My observations of this project is best compared to a glass of wine that is half-full; half-empty. One can technically consider this project a total rehabilitation, where the bridge is stripped down to its arches, the original materials reused for the rebuilding process. This has been done on thousands of bridges of this kind throughout Germany, including the bridges in Erfurt, Dresden, Magdeburg, and Berlin, just to name some examples. It is similar to the coined-term “in-kind” restoration but with arch bridges, not truss structures.  However one could call this a total replacement because 90% of the original structure is completely gone; the materials used for the structure recycled and being replaced with similar materials that are used for other arch bridges. From an American modernist’s point of view, when a superstructure is replaced but the approach spans or even the original piers remain, it is a complete replacement, regardless of how you look at it.  Leaving the outer arches and the pylon stems in place kept the bridge from being completely destroyed and replaced, something that had been considered given its condition of being on the verge of collapsing, as you can see in Glauchau’s bridge tour guide.

So to sum up, this rehabilitation  project is one that is considered a wine glass that is half-full and half- empty. It is half-full because some of the important historic elements are being left in place, to be used as a foundation for the new materials that will come on top of it to retain its historic appeal. It is however half-empty because much of the original materials are not being used for the rebuild. Nonetheless, the bridge will retain its historic status in the books, yet my question I have, which will be answered through photos and commentary  during the course of this project, will be whether the bridge- the vegetarian main dish- will be the same as before? Or if it will be totally different, just like with the new multi-complex at the entrance to the Castle Complex- the main course dinner with lamb chops?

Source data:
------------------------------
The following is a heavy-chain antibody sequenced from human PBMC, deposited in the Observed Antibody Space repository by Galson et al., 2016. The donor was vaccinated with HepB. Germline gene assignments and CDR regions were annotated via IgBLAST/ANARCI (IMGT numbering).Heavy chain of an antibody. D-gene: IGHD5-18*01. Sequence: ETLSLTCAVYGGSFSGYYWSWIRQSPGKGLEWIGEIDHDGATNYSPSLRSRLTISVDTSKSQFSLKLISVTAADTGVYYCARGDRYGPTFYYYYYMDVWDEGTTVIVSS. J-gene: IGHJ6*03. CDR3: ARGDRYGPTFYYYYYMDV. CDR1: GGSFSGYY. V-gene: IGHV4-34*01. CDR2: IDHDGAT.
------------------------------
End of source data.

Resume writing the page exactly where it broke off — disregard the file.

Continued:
In simpler languages: will the architect be right about the changes not conforming to the castle surroundings, or will the people embrace the new form of history which features a cosmetic makeover but keeping its original historic form?

Stay tuned! 🙂

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The Bridges of Bridgeport/ Frankenmuth (Michigan)

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Bronner’s Bridge south of Frankenmuth.  Photos taken in July 2018

There are tourist traps and then there are tourist traps with historic bridges involved. The tour guide provided here clearly belongs to the latter, and it has a story behind it. As we were travelling north on Interstate 75 in the direction of the Mackinac Bridge, we came across a bilboard that directed us to Bridgeport, home of Michigan’s number one historic bridge. I had known about the first bridge on the tour guide prior to the US trip, yet we also learned about Bridgeport’s next door neighbor, Frankenmuth, a typical German community that was full of surprises. We decided to pull off first at Bridgeport and then head over to Frankenmuth and found more surprises than what we learned about. What will a tourist find in the bridges in Bridgeport/Frankenmuth apart from what is highlighted by links and in the Instagram pages will motivate you to spend a couple days in the region that is only 10 miles south of Saginaw.